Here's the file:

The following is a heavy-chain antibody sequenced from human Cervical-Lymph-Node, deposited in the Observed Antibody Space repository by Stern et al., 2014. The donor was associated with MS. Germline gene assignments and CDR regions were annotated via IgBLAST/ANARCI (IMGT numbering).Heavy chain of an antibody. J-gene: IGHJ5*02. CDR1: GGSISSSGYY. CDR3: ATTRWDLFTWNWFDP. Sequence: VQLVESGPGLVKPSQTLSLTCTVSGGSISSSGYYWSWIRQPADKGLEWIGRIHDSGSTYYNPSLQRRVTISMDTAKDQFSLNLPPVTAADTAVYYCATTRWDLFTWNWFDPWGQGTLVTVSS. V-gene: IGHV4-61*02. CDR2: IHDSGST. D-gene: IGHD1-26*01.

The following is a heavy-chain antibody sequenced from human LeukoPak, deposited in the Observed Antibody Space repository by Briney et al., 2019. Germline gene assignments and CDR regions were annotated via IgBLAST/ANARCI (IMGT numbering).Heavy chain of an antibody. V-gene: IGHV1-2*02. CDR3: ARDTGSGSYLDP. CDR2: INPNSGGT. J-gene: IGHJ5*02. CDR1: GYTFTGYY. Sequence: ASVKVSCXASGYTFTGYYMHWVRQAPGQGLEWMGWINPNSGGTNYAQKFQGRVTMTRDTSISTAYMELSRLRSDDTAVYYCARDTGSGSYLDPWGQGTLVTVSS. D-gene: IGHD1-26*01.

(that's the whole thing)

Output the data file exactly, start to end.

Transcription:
The following is a heavy-chain antibody sequenced from human Cervical-Lymph-Node, deposited in the Observed Antibody Space repository by Stern et al., 2014. The donor was associated with MS. Germline gene assignments and CDR regions were annotated via IgBLAST/ANARCI (IMGT numbering).Heavy chain of an antibody. J-gene: IGHJ5*02. CDR1: GGSISSSGYY. CDR3: ATTRWDLFTWNWFDP. Sequence: VQLVESGPGLVKPSQTLSLTCTVSGGSISSSGYYWSWIRQPADKGLEWIGRIHDSGSTYYNPSLQRRVTISMDTAKDQFSLNLPPVTAADTAVYYCATTRWDLFTWNWFDPWGQGTLVTVSS. V-gene: IGHV4-61*02. CDR2: IHDSGST. D-gene: IGHD1-26*01.

The following is a heavy-chain antibody sequenced from human LeukoPak, deposited in the Observed Antibody Space repository by Briney et al., 2019. Germline gene assignments and CDR regions were annotated via IgBLAST/ANARCI (IMGT numbering).Heavy chain of an antibody. V-gene: IGHV1-2*02. CDR3: ARDTGSGSYLDP. CDR2: INPNSGGT. J-gene: IGHJ5*02. CDR1: GYTFTGYY. Sequence: ASVKVSCXASGYTFTGYYMHWVRQAPGQGLEWMGWINPNSGGTNYAQKFQGRVTMTRDTSISTAYMELSRLRSDDTAVYYCARDTGSGSYLDPWGQGTLVTVSS. D-gene: IGHD1-26*01.